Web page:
Select Committee on Health Minutes of Evidence

Memorandum by the British Medical Association (PH 43)


    "Public health is the science and art of preventing disease, prolonging life and promoting health through organised efforts of society" (Public Health in England, 1988).

  The BMA is both the doctors' professional organisation and also an independent trade union protecting the professional and personal interests of its members. More than 80 per cent of British doctors are members. The Committee for Public Health Medicine and Community Health (CPHMCH) is a standing committee of the Association and represents those doctors working in the fields of preventive medicine and population health who have a key role in the implementation of the White Paper Saving Lives—Our Healthier Nation.

  Public health doctors (directors of public health, other consultants and specialist registrars in public health medicine) lead the public health team in health authorities and health boards. Their role is in four main areas:

    —  protecting the public health;

    —  promoting health;

    —  tackling disease and ill health by promotion of effective—and cost-effective—personal health services; and

    —  ensuring mechanisms are in place to assure the clinical quality of health services.

  Public health doctors are trained, after experience in a clinical speciality, to higher degree level in core skills and experience across the range of fundamental sciences of public health. These include epidemiology, health information, statistics, preventive medicine, health promotion, communicable diseases, environmental health, health surveillance, development and evaluation of health services, social sciences, health economics, management of health services, teaching and research. Many public health doctors go into this postgraduate training after many years of clinical experience, often at senior levels in other specialities.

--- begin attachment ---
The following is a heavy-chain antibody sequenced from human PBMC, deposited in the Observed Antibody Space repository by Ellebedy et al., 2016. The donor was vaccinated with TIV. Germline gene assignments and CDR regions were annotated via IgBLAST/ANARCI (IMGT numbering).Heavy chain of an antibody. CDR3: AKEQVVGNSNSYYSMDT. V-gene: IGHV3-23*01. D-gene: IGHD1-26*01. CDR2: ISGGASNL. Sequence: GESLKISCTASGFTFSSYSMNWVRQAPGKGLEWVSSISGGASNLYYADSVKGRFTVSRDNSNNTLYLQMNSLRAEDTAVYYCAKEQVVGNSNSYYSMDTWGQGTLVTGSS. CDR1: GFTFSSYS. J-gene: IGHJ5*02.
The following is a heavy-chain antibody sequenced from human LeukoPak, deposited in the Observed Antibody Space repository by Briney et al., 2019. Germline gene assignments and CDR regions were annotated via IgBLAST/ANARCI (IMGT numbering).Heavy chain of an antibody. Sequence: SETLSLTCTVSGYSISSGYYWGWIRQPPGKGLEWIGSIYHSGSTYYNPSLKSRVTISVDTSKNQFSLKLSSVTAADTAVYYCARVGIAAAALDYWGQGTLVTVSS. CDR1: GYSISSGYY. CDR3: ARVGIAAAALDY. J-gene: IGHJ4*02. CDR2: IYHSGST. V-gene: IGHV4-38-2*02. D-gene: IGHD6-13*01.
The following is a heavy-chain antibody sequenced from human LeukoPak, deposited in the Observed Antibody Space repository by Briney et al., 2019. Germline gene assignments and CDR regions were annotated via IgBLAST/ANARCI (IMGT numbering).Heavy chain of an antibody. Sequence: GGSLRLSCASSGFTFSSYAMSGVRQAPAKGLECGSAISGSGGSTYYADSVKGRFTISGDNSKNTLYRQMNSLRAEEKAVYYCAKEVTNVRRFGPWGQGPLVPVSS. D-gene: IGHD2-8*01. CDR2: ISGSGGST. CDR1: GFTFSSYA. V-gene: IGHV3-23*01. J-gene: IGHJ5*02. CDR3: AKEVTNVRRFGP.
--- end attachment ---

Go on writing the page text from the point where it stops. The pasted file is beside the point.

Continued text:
Public health doctors recognise that the health of the population is predicted as much by factors such as the cultural, social, physical and economic environment as by health care. Many of the great improvements in health come from clean water, better nutrition, good housing and a supportive social structure. Health care is dependent on factors such as these and good health care is complementary to them and not a replacement. For example, at a population level, improving housing may be as cost effective as many aspects of health care provision.

  The CPHMCH welcomes the opportunity to contribute to the Health Select Committee's inquiry into public health and would be very pleased to present oral evidence and elaborate on any of the points raised within this evidence and respond to any issues the Committee would wish to raise with us.